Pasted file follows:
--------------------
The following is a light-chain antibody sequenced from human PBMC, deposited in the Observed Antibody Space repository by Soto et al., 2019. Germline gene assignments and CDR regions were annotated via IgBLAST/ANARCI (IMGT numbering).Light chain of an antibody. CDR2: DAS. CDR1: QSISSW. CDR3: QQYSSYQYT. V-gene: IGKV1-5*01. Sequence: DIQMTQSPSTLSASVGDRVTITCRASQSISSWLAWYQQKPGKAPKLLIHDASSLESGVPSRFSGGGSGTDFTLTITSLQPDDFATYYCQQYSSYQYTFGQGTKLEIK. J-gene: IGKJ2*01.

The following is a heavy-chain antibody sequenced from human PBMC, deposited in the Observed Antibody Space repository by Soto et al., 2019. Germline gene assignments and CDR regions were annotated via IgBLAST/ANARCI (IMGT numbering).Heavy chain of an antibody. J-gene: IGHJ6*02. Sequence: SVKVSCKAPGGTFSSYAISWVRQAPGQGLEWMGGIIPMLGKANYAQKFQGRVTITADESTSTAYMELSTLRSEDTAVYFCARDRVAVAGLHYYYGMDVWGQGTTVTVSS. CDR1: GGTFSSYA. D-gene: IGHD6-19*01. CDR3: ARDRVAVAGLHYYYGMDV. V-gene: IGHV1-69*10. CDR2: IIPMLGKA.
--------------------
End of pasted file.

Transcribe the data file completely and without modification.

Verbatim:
The following is a light-chain antibody sequenced from human PBMC, deposited in the Observed Antibody Space repository by Soto et al., 2019. Germline gene assignments and CDR regions were annotated via IgBLAST/ANARCI (IMGT numbering).Light chain of an antibody. CDR2: DAS. CDR1: QSISSW. CDR3: QQYSSYQYT. V-gene: IGKV1-5*01. Sequence: DIQMTQSPSTLSASVGDRVTITCRASQSISSWLAWYQQKPGKAPKLLIHDASSLESGVPSRFSGGGSGTDFTLTITSLQPDDFATYYCQQYSSYQYTFGQGTKLEIK. J-gene: IGKJ2*01.

The following is a heavy-chain antibody sequenced from human PBMC, deposited in the Observed Antibody Space repository by Soto et al., 2019. Germline gene assignments and CDR regions were annotated via IgBLAST/ANARCI (IMGT numbering).Heavy chain of an antibody. J-gene: IGHJ6*02. Sequence: SVKVSCKAPGGTFSSYAISWVRQAPGQGLEWMGGIIPMLGKANYAQKFQGRVTITADESTSTAYMELSTLRSEDTAVYFCARDRVAVAGLHYYYGMDVWGQGTTVTVSS. CDR1: GGTFSSYA. D-gene: IGHD6-19*01. CDR3: ARDRVAVAGLHYYYGMDV. V-gene: IGHV1-69*10. CDR2: IIPMLGKA.